11:30 AM - P3.06
Structure and Oxygen Control of Physical Properties of the SrRuO3 Film Surface
Alexander Tselev 1 P. Ganesh 1 Liang Qiao 1 Wolter Siemons 1 Zheng Gai 1 Michael D. Biegalski 1 Arthur P. Baddorf 1 Sergei V. Kalinin 1
1Oak Ridge National Laboratory Knoxville USAShow Abstract
Oxide thin films and heterostructures have become one of the focal points of physical research in the last 20 years, with a large number of novel phenomena associated with oxide structures. It is well-established, that oxygen stoichiometry strongly affects oxide properties. In this context, oxygen-controlled properties of oxide surfaces are of special interest. In particular, surfaces are the key intermediate step during film growth that influences the structure and properties of interfaces in hetersotructures. High cationic and oxygen lability on surfaces can lead to multivariant adatom reconstructions. Furthermore, oxygen-related surface electrochemistry was shown to be directly influencing physical processes in bulk of thin films with effects on such phenomena as ferroelectric phase stability or metal-insulator phase transitions. In turn, oxygen evolution and reduction reactions at the surfaces are key processes in operation of energy conversion devices, catalysts, oxygen sensors and pumps, and other functional systems. In this work, we explored coupling between oxygen behavior and physical functionality on the surface of SrRuO3 (SRO), one of the most studied oxide materials with perovskite structure, using few nanometer thick films of SRO epitaxially grown by pulsed laser deposition (PLD) on (001)SrTiO3 substrates. We have for the first time succeeded in atomic-resolution scanning tunneling microscopy (STM) imaging of as-deposited SRO films grown at conditions, which are normally used for deposition of SRO electrode layers in complex oxide functional heterostructures. The STM images showed atomic patterns on the film surfaces, which were not reported before. Depending on growth/annealing conditions, zigzag and rectangular linear structures were observed and identified as formed by oxygen adatoms. Further, we performed a detailed in situ and ex situ experimental investigation of surfaces of SRO thin films using a combination of x-ray and ultraviolet photoelectron spectroscopy (PES), magnetometry, and magnetotransport measurements. Ab-initio DFT modeling revealed a link between the patterns of adsorbed oxygen atoms and the electronic and magnetic properties of the topmost atomic layer. DFT showed relatively large adsorption energies of oxygen in the observed surface structures indicating their stability at deposition temperature. The modeling predicted that oxygen adatoms possess frustrated local spin moments with possible spin-glass behavior of the surface covered by adsorbed oxygen due to random ferromagnetic/antiferromagnetic coupling between spins of oxygen adatoms and spins of the underlying SRO. In turn, the pristine SrO-terminated surface is half-metallic, which is of a strong interest for realization of spintronic devices. This research was sponsored by the DMSE, BES, U.S. DOE (AT, WS, SVK). Research at the ORNL's CNMS was sponsored by the Division of Scientific User Facilities, U.S. DOE.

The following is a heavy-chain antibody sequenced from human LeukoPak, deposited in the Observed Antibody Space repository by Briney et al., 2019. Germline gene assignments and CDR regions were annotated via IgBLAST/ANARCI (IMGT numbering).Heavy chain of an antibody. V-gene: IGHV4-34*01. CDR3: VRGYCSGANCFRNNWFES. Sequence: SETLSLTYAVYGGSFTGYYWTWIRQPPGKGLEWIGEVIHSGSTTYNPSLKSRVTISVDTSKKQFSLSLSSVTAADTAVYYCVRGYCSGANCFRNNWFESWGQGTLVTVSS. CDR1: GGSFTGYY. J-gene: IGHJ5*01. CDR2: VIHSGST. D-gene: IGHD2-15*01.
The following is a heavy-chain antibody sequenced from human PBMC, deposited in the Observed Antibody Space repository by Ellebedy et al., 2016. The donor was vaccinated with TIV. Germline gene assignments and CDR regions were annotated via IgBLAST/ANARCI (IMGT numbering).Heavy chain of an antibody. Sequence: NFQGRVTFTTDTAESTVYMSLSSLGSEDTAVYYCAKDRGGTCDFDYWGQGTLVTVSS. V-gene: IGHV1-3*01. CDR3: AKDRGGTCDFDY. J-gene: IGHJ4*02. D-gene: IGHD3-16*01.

11:45 AM - P3.07
Lift-off Patterning of Oxide Interfaces with High Mobility 2DEG
Nirupam Banerjee 1 M. Huijben 1 G. Koster 1 G. Rijnders 1
1University of Twente Enschede NetherlandsShow Abstract
Existence of two dimensional electron gas (2DEG) with high mobility at the atomically engineered interface between two wide band-gap perovskite insulators, SrTiO3 (STO) and LaAlO3 (LAO) has stimulated research interests to utilize these functional oxide interfaces in key electronic devices such as high mobility electron transistors (HMET). Although excellent interfacial transport properties were manifested, structuring these delicate heterointerfaces without damaging the substrate STO single crystal has remained elusive which is essential for their integration with other device components. Physical etching processes employing “top-down” patterning approach were unsuitable since they induce substrate conductivity through creation of oxygen vacancies.